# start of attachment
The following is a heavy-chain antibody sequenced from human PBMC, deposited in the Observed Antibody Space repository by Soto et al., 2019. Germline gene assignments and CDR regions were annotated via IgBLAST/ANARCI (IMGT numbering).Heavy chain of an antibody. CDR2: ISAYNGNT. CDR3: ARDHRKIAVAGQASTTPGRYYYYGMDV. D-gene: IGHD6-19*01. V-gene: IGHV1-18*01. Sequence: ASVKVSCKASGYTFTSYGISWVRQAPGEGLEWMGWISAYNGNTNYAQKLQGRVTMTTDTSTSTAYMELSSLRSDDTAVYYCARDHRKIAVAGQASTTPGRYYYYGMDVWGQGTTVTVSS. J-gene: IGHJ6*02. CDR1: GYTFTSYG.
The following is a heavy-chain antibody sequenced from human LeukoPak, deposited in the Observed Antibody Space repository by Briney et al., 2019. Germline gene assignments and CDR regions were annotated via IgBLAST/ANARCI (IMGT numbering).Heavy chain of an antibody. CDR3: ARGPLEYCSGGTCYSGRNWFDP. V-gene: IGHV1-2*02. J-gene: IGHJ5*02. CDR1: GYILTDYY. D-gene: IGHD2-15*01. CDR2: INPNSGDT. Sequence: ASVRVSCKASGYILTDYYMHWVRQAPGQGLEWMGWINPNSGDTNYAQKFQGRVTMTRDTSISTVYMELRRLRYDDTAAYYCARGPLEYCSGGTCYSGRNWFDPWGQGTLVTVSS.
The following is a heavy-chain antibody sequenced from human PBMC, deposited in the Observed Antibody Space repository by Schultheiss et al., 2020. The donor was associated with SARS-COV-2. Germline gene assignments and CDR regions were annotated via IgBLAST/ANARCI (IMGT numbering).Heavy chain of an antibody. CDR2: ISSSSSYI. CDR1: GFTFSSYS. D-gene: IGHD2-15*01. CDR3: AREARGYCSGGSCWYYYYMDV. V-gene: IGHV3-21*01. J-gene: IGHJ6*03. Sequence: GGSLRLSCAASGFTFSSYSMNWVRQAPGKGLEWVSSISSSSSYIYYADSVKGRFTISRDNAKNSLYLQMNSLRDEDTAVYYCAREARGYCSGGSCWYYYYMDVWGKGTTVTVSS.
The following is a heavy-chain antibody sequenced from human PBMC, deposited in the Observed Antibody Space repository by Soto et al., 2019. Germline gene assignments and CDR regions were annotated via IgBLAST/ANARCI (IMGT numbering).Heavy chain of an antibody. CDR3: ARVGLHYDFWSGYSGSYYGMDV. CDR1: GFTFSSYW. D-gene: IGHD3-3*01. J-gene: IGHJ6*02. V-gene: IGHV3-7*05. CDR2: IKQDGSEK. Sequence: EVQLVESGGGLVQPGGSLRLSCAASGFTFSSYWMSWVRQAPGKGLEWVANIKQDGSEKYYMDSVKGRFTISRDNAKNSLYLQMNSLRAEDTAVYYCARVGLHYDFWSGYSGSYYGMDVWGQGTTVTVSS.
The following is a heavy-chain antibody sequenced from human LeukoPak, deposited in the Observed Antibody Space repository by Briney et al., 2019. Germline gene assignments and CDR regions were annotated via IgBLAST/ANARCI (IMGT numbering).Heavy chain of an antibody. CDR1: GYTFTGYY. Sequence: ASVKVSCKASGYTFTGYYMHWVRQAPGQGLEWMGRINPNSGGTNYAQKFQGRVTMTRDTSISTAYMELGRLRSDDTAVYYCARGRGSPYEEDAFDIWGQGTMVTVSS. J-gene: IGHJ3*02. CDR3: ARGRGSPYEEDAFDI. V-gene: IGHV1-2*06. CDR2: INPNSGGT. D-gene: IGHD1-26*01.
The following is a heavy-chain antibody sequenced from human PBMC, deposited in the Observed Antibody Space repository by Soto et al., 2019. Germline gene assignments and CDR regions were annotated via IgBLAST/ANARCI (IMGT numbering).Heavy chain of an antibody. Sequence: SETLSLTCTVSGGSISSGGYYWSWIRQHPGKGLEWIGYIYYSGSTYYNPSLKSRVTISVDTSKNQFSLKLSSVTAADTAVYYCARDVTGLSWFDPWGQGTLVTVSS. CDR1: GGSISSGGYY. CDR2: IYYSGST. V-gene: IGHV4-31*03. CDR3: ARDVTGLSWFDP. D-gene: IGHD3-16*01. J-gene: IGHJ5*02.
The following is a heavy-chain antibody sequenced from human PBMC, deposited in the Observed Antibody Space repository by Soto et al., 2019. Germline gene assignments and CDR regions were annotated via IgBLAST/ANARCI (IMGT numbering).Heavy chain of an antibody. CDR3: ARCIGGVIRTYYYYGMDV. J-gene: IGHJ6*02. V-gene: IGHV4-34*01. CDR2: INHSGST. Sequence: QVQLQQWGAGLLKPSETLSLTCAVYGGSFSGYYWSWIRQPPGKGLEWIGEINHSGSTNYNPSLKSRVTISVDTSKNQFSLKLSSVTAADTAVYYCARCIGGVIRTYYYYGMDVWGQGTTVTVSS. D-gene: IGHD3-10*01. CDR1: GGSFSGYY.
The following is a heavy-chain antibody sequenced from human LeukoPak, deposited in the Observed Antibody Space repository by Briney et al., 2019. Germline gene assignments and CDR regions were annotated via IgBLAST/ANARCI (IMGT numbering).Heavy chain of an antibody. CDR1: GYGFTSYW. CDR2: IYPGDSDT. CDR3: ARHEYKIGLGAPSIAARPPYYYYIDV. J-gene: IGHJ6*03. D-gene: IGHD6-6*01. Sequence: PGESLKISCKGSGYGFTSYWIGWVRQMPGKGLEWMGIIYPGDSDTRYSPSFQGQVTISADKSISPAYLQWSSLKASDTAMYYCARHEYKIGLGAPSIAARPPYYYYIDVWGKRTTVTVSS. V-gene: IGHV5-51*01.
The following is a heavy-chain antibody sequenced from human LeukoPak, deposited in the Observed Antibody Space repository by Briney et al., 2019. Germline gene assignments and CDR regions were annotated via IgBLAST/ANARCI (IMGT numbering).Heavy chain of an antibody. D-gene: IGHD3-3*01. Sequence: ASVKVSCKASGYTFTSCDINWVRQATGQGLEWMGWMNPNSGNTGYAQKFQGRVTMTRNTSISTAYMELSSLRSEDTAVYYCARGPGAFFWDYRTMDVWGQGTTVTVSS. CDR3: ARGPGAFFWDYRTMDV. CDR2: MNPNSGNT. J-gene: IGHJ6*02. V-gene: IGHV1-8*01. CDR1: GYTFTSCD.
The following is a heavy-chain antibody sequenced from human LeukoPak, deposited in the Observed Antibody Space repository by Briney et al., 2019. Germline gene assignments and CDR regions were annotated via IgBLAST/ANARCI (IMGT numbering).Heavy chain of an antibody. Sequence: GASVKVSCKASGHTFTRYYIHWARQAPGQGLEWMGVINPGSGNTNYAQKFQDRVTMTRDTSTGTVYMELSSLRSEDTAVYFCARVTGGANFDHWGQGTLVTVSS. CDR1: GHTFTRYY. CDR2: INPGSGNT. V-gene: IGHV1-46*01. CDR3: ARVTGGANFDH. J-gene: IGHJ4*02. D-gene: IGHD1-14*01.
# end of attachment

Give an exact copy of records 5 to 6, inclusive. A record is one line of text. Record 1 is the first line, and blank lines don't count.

The following is a heavy-chain antibody sequenced from human LeukoPak, deposited in the Observed Antibody Space repository by Briney et al., 2019. Germline gene assignments and CDR regions were annotated via IgBLAST/ANARCI (IMGT numbering).Heavy chain of an antibody. CDR1: GYTFTGYY. Sequence: ASVKVSCKASGYTFTGYYMHWVRQAPGQGLEWMGRINPNSGGTNYAQKFQGRVTMTRDTSISTAYMELGRLRSDDTAVYYCARGRGSPYEEDAFDIWGQGTMVTVSS. J-gene: IGHJ3*02. CDR3: ARGRGSPYEEDAFDI. V-gene: IGHV1-2*06. CDR2: INPNSGGT. D-gene: IGHD1-26*01.
The following is a heavy-chain antibody sequenced from human PBMC, deposited in the Observed Antibody Space repository by Soto et al., 2019. Germline gene assignments and CDR regions were annotated via IgBLAST/ANARCI (IMGT numbering).Heavy chain of an antibody. Sequence: SETLSLTCTVSGGSISSGGYYWSWIRQHPGKGLEWIGYIYYSGSTYYNPSLKSRVTISVDTSKNQFSLKLSSVTAADTAVYYCARDVTGLSWFDPWGQGTLVTVSS. CDR1: GGSISSGGYY. CDR2: IYYSGST. V-gene: IGHV4-31*03. CDR3: ARDVTGLSWFDP. D-gene: IGHD3-16*01. J-gene: IGHJ5*02.